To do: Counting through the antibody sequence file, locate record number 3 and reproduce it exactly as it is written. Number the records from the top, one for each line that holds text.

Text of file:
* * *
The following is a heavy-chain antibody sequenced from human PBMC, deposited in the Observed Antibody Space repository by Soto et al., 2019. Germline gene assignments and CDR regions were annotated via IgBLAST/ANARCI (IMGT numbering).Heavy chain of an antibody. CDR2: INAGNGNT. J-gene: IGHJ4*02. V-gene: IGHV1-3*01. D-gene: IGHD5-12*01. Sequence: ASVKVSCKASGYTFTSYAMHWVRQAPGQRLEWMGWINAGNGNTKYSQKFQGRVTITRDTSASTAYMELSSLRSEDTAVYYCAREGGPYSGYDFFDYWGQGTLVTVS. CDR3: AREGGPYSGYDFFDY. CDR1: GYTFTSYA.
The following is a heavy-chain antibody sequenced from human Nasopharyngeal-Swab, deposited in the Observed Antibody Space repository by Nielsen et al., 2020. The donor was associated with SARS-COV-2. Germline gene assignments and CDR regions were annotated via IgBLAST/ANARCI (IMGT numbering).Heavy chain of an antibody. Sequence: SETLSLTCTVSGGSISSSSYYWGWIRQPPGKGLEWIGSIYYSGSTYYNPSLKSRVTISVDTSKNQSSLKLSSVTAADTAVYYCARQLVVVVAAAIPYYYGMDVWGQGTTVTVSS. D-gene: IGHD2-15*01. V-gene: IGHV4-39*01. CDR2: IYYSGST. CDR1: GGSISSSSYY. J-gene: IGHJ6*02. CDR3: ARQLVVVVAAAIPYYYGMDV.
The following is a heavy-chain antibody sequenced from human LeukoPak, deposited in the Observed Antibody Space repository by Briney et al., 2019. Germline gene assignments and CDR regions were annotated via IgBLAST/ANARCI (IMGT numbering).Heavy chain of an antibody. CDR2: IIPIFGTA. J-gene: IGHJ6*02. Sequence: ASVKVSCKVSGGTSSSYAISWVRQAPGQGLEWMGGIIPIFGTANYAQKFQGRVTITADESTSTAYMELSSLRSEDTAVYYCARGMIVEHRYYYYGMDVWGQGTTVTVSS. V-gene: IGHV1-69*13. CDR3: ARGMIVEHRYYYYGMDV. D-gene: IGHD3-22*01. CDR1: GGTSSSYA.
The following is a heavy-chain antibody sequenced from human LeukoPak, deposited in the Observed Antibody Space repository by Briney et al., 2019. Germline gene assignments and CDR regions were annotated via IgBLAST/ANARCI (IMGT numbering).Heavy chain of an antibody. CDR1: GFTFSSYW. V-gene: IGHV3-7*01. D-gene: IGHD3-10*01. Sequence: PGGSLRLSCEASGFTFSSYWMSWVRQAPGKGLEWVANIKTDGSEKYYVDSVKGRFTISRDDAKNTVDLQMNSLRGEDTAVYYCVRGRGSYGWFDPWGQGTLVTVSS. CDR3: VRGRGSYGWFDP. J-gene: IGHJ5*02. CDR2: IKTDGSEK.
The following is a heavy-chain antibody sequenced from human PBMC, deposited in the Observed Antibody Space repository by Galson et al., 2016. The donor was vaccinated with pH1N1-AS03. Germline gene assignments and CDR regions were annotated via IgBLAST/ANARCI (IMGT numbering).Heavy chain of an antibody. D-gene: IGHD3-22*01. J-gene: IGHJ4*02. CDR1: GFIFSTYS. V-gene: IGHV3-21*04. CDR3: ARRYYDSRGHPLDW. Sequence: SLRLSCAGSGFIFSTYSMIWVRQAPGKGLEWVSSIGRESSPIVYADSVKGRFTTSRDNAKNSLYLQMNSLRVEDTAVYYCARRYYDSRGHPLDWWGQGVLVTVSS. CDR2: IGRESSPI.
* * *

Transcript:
The following is a heavy-chain antibody sequenced from human LeukoPak, deposited in the Observed Antibody Space repository by Briney et al., 2019. Germline gene assignments and CDR regions were annotated via IgBLAST/ANARCI (IMGT numbering).Heavy chain of an antibody. CDR2: IIPIFGTA. J-gene: IGHJ6*02. Sequence: ASVKVSCKVSGGTSSSYAISWVRQAPGQGLEWMGGIIPIFGTANYAQKFQGRVTITADESTSTAYMELSSLRSEDTAVYYCARGMIVEHRYYYYGMDVWGQGTTVTVSS. V-gene: IGHV1-69*13. CDR3: ARGMIVEHRYYYYGMDV. D-gene: IGHD3-22*01. CDR1: GGTSSSYA.